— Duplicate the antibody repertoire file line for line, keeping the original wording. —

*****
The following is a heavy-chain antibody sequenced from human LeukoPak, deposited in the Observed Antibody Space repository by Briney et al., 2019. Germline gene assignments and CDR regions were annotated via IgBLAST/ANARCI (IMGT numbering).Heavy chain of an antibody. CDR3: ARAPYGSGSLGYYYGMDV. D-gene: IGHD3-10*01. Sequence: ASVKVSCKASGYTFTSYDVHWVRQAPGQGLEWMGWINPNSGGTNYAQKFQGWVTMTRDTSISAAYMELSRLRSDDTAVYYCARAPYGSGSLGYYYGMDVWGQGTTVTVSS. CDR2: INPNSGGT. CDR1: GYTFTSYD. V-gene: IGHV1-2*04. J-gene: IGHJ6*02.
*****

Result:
The following is a heavy-chain antibody sequenced from human LeukoPak, deposited in the Observed Antibody Space repository by Briney et al., 2019. Germline gene assignments and CDR regions were annotated via IgBLAST/ANARCI (IMGT numbering).Heavy chain of an antibody. CDR3: ARAPYGSGSLGYYYGMDV. D-gene: IGHD3-10*01. Sequence: ASVKVSCKASGYTFTSYDVHWVRQAPGQGLEWMGWINPNSGGTNYAQKFQGWVTMTRDTSISAAYMELSRLRSDDTAVYYCARAPYGSGSLGYYYGMDVWGQGTTVTVSS. CDR2: INPNSGGT. CDR1: GYTFTSYD. V-gene: IGHV1-2*04. J-gene: IGHJ6*02.